News - Holden - Commodore
Zeta gathers pace
Holden’s large rear-drive global vehicle architecture shifts back into gear
6 Oct 2005
EVIDENCE that General Motors’ large rear-wheel drive vehicle plans are back on track continues to emerge from the US, with GM last week announcing the appointment of a chief engineer for Holden’s Zeta global vehicle architecture program.
Doug Houlihan, formerly assistant chief rear-drive vehicle engineer for North American applications, has been named as the man who will run Holden’s Zeta architectural development centre, or "homeroom", in Port Melbourne.
Mr Houlihan will report to Gene Stefanyshyn, who was named in January as Zeta’s vehicle line executive but is yet to take up his post in Melbourne after the Zeta program was put on ice in March.
Mr Stefanyshyn is still expected to head up the Zeta homeroom, which will be charged with re-engineering the underpinnings of next year’s all-new VE Commodore for use beneath up to 500,000 large rear-drive GM vehicles globally.
GM’s global product czar Bob Lutz told GoAuto at the Frankfurt auto show last month that GM had revived a revised version of the Zeta program, some six months after it apparently postponed plans to use the rear-drive car architecture in North America.
At the recent Holden Tigra launch, GM Holden chairman and managing director Denny Mooney added that reports proclaiming the Zeta program as dead were wide of the mark.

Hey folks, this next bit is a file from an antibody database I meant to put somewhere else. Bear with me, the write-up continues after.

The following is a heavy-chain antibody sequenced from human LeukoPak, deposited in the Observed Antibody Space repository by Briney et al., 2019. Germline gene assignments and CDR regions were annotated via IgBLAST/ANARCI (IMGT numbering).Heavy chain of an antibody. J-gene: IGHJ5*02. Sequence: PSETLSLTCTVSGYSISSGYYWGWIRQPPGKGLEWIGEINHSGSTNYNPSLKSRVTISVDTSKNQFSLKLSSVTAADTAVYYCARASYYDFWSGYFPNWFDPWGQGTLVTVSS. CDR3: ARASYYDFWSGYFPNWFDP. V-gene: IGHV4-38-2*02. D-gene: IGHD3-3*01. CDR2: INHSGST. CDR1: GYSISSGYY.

"Holden’s involvement in Zeta will be much larger than what many thought it would be," he told GoAuto. "We’re still working on it."Zeta had been expected to form the basis of the next-generation Chevrolet Impala, Monte Carlo and Camaro, the Buick Velite convertible and the new Pontiac Grand Prix and GTO – the successor to Holden’s Monaro.
This latest confirmation from Mr Mooney shows that Holden, which for the first time will be responsible for producing a global vehicle architecture, remains firmly entrenched within GM’s international vehicle development plans.
Meantime, Holden’s own Zeta-based VE Commodore sedan remains on track for launch around August next year, and should be followed a wagon version by the end of 2006.
By that time, Holden will have made available an Australianised version of Daewoo’s mid-sized 4WD concept dubbed SX3 and based on GM’s C100-codenamed (Theta) architecture.
Mr Mooney said Holden "will continue to assess (the viability of) AWD for large cars", but conceded: "It’s not as well suited as in Europe or North America."So, while a (two-door) utility is expected to be the third VE Commodore derivative to be approved by GM, don’t expect further Commodore derivatives like Adventra or Crewman to be replaced.
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